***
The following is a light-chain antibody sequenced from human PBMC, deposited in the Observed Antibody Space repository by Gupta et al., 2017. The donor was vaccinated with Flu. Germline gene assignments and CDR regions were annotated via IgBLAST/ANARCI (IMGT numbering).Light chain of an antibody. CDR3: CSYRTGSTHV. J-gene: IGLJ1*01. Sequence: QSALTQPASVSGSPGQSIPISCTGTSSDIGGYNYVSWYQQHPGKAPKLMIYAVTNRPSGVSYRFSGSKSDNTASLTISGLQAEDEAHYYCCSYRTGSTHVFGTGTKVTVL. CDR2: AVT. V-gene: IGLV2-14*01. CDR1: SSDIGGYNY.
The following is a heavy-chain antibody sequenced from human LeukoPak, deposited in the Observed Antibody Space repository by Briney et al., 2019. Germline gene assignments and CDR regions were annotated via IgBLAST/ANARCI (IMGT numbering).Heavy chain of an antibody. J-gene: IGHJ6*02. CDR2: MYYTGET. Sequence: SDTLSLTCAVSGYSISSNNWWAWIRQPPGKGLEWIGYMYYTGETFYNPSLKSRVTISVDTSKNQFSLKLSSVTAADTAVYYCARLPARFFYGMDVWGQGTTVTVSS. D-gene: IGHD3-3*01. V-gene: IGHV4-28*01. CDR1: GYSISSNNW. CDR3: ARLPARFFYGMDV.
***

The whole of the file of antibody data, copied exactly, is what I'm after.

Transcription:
The following is a light-chain antibody sequenced from human PBMC, deposited in the Observed Antibody Space repository by Gupta et al., 2017. The donor was vaccinated with Flu. Germline gene assignments and CDR regions were annotated via IgBLAST/ANARCI (IMGT numbering).Light chain of an antibody. CDR3: CSYRTGSTHV. J-gene: IGLJ1*01. Sequence: QSALTQPASVSGSPGQSIPISCTGTSSDIGGYNYVSWYQQHPGKAPKLMIYAVTNRPSGVSYRFSGSKSDNTASLTISGLQAEDEAHYYCCSYRTGSTHVFGTGTKVTVL. CDR2: AVT. V-gene: IGLV2-14*01. CDR1: SSDIGGYNY.
The following is a heavy-chain antibody sequenced from human LeukoPak, deposited in the Observed Antibody Space repository by Briney et al., 2019. Germline gene assignments and CDR regions were annotated via IgBLAST/ANARCI (IMGT numbering).Heavy chain of an antibody. J-gene: IGHJ6*02. CDR2: MYYTGET. Sequence: SDTLSLTCAVSGYSISSNNWWAWIRQPPGKGLEWIGYMYYTGETFYNPSLKSRVTISVDTSKNQFSLKLSSVTAADTAVYYCARLPARFFYGMDVWGQGTTVTVSS. D-gene: IGHD3-3*01. V-gene: IGHV4-28*01. CDR1: GYSISSNNW. CDR3: ARLPARFFYGMDV.